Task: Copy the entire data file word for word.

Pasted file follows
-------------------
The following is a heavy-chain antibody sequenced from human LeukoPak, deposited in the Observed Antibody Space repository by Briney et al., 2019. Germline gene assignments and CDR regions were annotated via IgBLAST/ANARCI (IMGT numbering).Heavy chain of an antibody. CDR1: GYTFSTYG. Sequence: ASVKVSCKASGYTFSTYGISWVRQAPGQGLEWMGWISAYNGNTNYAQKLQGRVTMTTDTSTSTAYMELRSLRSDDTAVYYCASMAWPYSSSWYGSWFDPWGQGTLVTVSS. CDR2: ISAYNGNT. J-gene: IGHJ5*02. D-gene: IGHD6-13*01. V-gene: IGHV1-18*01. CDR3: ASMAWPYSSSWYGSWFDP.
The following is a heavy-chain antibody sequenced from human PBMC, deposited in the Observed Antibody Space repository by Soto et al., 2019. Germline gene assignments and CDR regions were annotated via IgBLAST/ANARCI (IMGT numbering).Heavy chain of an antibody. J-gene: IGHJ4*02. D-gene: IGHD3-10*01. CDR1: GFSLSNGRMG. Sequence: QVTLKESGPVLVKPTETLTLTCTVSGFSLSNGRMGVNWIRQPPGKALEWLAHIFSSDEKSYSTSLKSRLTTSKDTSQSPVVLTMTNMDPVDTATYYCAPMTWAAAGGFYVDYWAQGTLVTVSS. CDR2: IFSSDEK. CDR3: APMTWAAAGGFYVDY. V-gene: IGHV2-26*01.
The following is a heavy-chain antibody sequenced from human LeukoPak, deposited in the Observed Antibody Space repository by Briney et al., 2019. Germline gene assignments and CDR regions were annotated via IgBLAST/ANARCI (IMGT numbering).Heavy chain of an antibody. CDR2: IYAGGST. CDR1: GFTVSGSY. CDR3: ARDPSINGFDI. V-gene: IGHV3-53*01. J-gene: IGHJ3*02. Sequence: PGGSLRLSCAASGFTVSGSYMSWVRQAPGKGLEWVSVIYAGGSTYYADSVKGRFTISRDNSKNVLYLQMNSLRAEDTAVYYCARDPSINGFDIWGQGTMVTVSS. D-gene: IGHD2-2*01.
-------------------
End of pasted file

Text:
The following is a heavy-chain antibody sequenced from human LeukoPak, deposited in the Observed Antibody Space repository by Briney et al., 2019. Germline gene assignments and CDR regions were annotated via IgBLAST/ANARCI (IMGT numbering).Heavy chain of an antibody. CDR1: GYTFSTYG. Sequence: ASVKVSCKASGYTFSTYGISWVRQAPGQGLEWMGWISAYNGNTNYAQKLQGRVTMTTDTSTSTAYMELRSLRSDDTAVYYCASMAWPYSSSWYGSWFDPWGQGTLVTVSS. CDR2: ISAYNGNT. J-gene: IGHJ5*02. D-gene: IGHD6-13*01. V-gene: IGHV1-18*01. CDR3: ASMAWPYSSSWYGSWFDP.
The following is a heavy-chain antibody sequenced from human PBMC, deposited in the Observed Antibody Space repository by Soto et al., 2019. Germline gene assignments and CDR regions were annotated via IgBLAST/ANARCI (IMGT numbering).Heavy chain of an antibody. J-gene: IGHJ4*02. D-gene: IGHD3-10*01. CDR1: GFSLSNGRMG. Sequence: QVTLKESGPVLVKPTETLTLTCTVSGFSLSNGRMGVNWIRQPPGKALEWLAHIFSSDEKSYSTSLKSRLTTSKDTSQSPVVLTMTNMDPVDTATYYCAPMTWAAAGGFYVDYWAQGTLVTVSS. CDR2: IFSSDEK. CDR3: APMTWAAAGGFYVDY. V-gene: IGHV2-26*01.
The following is a heavy-chain antibody sequenced from human LeukoPak, deposited in the Observed Antibody Space repository by Briney et al., 2019. Germline gene assignments and CDR regions were annotated via IgBLAST/ANARCI (IMGT numbering).Heavy chain of an antibody. CDR2: IYAGGST. CDR1: GFTVSGSY. CDR3: ARDPSINGFDI. V-gene: IGHV3-53*01. J-gene: IGHJ3*02. Sequence: PGGSLRLSCAASGFTVSGSYMSWVRQAPGKGLEWVSVIYAGGSTYYADSVKGRFTISRDNSKNVLYLQMNSLRAEDTAVYYCARDPSINGFDIWGQGTMVTVSS. D-gene: IGHD2-2*01.